By Josh Edelson
By Chris Hall
By Jonathan Curiel
By Jonathan Curiel
By Sherilyn Connelly
By Mollie McWilliams
By Rachel Swan
By Erin Browner
Angry Black White Boy. Adapted by hip-hop theater artist Dan Wolf from Adam Mansbach's novel (the playwright and the novelist share a white, Jewish, hip-hop–loving heritage), this rap-, beat-, and move-infused world premiere follows the hilariously ill-fated trajectory of a privileged suburban teenager toward becoming "the downest whiteboy in history." When we first meet Macon Detornay, he's 14 and trying to hold his own in a Malcolm X T-shirt at a Boston hip-hop conference. By the time we're done with him, he's been to jail for robbing white passengers in the cab he drives part-time, become a national media celebrity, and presided over one of New York's messiest and most misguided race riots. Not bad for the son of a pair of "standard-issue white liberals." Wolf and his collaborators at Intersection for the Arts plumb issues of contemporary urban identity with humor, passion, and understanding. Led by director Sean San Jose, the extraordinary ensemble cast (Myers Clark, Keith Pinto, Tommy Shepherd, and Wolf, who plays Detornay) takes our senses and our preconceptions about selfhood hostage with a guerrilla narrative about one hip-hop–obsessed white teenager's revenge against white America. Through Nov. 16 at Intersection for the Arts, 446 Valencia (at 15th St.) S.F. Tickets are $15-$25; call 626-3311 or visit www.theintersection.org.(Chloe Veltman) Reviewed Nov. 5.
Blessed Unrest. CentralWorks' latest collaborative deals with the history and emotions of the environmental movement, as brought to the limelight by Paul Hawken's best-selling book of the same title. The seamlessness of the production – including sound design by Gregory Scharpen and video design by Terry Lamb – underscores the call for all of us to join the mysterious woman who shows up at an international capitalist's home and make the world a better place. However, this call to action is undermined by the framework of the story, which seems stodgily stuck in an old paradigm. The Scroogelike moments when this white businessman is shown the error of his ways are beautifully staged, yet let the audience off the hook. They allow us to already feel more enlightened than this man – who among us in the Bay Area comes with a fondness for unrepentant capitalists? – and fail to challenge us to look at ourselves and what we could and should do. For all the simple pleasures of the production, it falls short of inspiring a desire to actually do something different with our lives. Through Nov. 23 at the Berkeley City Club, 2315 Durant (at Ellsworth), Berkeley. Tickets are $14-$25; call 510-558-1381 or visit www.centralworks.org. (Molly Rhodes) Reviewed Nov. 5.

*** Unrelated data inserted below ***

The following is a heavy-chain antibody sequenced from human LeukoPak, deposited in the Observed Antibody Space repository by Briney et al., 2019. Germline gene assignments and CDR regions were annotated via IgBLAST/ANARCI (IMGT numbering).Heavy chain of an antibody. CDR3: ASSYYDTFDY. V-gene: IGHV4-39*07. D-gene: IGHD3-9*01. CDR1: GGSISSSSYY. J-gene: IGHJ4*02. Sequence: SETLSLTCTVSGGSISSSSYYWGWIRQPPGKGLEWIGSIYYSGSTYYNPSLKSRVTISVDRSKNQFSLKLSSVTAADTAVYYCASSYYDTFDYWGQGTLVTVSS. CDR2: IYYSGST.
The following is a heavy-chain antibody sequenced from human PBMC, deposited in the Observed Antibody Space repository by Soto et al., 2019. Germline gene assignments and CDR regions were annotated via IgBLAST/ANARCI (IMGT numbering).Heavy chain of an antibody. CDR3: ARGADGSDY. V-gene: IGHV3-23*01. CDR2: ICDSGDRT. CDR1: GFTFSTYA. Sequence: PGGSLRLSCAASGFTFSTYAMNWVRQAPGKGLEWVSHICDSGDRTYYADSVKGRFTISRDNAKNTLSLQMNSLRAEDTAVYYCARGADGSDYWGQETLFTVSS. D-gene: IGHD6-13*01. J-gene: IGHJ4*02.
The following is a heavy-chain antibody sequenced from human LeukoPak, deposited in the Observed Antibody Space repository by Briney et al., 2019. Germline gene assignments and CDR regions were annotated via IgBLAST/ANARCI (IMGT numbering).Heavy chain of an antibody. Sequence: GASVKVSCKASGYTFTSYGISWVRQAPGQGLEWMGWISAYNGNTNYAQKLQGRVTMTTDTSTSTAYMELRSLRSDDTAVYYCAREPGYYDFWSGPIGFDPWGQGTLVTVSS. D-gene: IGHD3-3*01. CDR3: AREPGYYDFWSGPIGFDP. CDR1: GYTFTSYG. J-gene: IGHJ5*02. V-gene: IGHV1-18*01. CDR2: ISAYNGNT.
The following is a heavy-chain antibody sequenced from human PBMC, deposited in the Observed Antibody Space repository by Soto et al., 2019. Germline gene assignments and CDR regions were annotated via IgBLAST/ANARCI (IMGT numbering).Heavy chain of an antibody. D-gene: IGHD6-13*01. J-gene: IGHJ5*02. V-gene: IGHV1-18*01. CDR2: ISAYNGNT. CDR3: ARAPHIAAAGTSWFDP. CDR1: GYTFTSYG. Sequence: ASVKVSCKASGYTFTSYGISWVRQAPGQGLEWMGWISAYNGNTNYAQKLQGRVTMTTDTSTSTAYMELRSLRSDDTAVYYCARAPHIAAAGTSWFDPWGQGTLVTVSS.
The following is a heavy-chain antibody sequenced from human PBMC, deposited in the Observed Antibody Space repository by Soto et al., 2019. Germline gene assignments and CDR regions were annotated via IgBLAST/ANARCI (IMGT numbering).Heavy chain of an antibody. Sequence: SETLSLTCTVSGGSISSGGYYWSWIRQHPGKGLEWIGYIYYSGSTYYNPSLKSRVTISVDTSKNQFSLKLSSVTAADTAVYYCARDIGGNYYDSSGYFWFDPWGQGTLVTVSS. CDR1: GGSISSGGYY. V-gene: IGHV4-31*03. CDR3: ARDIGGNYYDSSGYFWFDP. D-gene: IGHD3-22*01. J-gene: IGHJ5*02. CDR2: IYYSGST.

The Rocky Horror Show. The Rocky Horror Picture Show — released in 1975, dismissed by critics, and revived in the late '70s as a midnight movie — might be the most audience-dependent film ever made. If you've ever attempted to watch it at home, without the benefit of a rowdy crowd hurling rice and insults at the screen, you know that it's a weirdly unsatisfying experience. The movie feels like a stage production under glass, which is why filmgoers have always needed to step in and provide the vital energy that the film alone lacks. For that reason, a well-executed live production of Rocky Horror will be a revelation for fans of the movie, because a good live version places the energy squarely where it belongs — with the performers. In Ray of Light's joyously sleazy production at the Victoria Theatre, the near-perfect cast manages to pay tribute to the film while outpacing it in almost every way. The only problem is that some audience members aren't quite sure what to do, since the beautifully executed production numbers render audience participation more or less irrelevant. The whole thing is brilliant proof that Rocky Horror doesn't need a cult following to be a smash. Through Nov. 15 at the Victoria Theatre, 2961 16th St. (at Mission), S.F. Tickets are $22-$35; visit www.rockysf.com. (Chris Jensen) Reviewed Nov. 5.
100 Years of Queer Theatre: A rotating series of eight short plays produced by Eastenders Repertory Company explores the impact of gay and lesbian playwrights over the past century. Through Nov. 23. Theatre Rhinoceros, 2926 16th St. (at South Van Ness), 861-5079.
Animal Kingdom: When the Queen of Animals decides to retire, a wild contest breaks out among candidates. Through Nov. 15. Boxcar Playhouse, 505 Natoma (at Sixth St.), 776-1747.
As Bees in Honey Drown: In this drama by Douglas Carter Beane, a young gay writer captures the eye of a mysterious woman in black. Through Dec. 21. New Conservatory Theatre Center, 25 Van Ness (at Market), 861-8972.
Chess: An opera about the Cold War and chess, with music by members of ABBA. Nov. 14-22. SFSU Campus/Little Theater, 1600 Holloway (at 19th Ave.) (Creative Arts Bldg.), 338-2467.
Circus Finelli — A Slapstick Slavic Cabaret: Unruly women clowns dazzle with amazing feats, acrobatics, and dance. Through Nov. 16. Stage Werx, 533 Sutter (at Powell).
Current Nobody: A take on Homer's Odyssey by Melissa James Gibson. Nov. 14-Dec. 13. Exit Theatre, 156 Eddy (at Taylor), 673-3847.
Find everything you're looking for in your city
Find the best happy hour deals in your city
Get today's exclusive deals at savings of anywhere from 50-90%
Check out the hottest list of places and things to do around your city